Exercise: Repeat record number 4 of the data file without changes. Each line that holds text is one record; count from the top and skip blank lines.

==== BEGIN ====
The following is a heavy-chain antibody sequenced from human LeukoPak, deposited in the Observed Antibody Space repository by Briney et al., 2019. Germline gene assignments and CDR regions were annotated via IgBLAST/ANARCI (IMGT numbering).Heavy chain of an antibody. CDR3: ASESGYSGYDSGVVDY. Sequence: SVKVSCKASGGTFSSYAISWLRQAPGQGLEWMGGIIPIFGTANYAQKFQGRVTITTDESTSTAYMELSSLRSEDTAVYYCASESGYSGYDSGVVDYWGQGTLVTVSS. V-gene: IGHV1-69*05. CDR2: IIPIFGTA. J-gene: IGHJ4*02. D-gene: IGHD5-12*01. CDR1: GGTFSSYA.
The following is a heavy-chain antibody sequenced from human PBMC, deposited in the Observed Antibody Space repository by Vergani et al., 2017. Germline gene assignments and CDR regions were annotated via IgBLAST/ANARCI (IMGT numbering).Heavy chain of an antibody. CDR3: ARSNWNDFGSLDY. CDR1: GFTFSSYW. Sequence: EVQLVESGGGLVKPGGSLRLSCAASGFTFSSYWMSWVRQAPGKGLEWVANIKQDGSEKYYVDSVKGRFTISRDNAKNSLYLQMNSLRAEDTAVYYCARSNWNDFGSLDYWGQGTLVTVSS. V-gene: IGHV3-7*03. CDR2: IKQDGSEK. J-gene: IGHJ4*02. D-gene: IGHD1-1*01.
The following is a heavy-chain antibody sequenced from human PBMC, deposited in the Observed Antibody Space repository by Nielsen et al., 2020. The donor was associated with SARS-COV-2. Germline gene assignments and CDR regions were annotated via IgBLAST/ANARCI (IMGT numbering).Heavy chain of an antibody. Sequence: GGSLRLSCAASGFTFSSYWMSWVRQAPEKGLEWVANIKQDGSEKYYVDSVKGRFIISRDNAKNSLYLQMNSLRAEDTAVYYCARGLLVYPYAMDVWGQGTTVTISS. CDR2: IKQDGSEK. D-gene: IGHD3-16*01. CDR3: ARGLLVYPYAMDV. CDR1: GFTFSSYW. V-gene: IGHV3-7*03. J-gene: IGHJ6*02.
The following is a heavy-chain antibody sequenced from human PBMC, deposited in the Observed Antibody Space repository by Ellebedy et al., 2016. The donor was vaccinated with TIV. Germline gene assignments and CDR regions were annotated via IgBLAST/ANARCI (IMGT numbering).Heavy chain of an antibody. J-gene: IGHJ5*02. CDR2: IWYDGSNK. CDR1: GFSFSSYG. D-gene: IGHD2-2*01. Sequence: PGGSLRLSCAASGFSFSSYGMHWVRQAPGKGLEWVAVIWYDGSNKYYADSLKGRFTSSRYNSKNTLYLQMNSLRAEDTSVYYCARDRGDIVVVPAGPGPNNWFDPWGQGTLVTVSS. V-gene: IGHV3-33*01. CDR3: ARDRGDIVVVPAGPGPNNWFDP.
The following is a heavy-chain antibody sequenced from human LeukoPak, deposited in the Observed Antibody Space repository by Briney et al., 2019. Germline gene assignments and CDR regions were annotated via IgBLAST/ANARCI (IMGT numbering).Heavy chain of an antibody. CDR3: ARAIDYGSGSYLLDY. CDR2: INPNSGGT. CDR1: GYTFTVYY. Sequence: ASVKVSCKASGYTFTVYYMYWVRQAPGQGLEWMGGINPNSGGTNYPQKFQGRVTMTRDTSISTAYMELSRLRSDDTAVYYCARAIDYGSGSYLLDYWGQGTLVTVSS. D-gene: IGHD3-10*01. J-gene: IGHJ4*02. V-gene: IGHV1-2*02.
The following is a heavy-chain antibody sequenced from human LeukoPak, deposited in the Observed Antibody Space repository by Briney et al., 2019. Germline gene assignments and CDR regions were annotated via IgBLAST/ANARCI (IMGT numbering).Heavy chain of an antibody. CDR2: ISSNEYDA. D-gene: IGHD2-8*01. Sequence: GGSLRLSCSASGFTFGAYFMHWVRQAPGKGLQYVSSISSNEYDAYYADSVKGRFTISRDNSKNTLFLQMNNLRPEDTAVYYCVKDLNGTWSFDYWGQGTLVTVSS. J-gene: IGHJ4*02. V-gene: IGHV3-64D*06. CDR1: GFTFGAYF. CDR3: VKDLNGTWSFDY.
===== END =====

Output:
The following is a heavy-chain antibody sequenced from human PBMC, deposited in the Observed Antibody Space repository by Ellebedy et al., 2016. The donor was vaccinated with TIV. Germline gene assignments and CDR regions were annotated via IgBLAST/ANARCI (IMGT numbering).Heavy chain of an antibody. J-gene: IGHJ5*02. CDR2: IWYDGSNK. CDR1: GFSFSSYG. D-gene: IGHD2-2*01. Sequence: PGGSLRLSCAASGFSFSSYGMHWVRQAPGKGLEWVAVIWYDGSNKYYADSLKGRFTSSRYNSKNTLYLQMNSLRAEDTSVYYCARDRGDIVVVPAGPGPNNWFDPWGQGTLVTVSS. V-gene: IGHV3-33*01. CDR3: ARDRGDIVVVPAGPGPNNWFDP.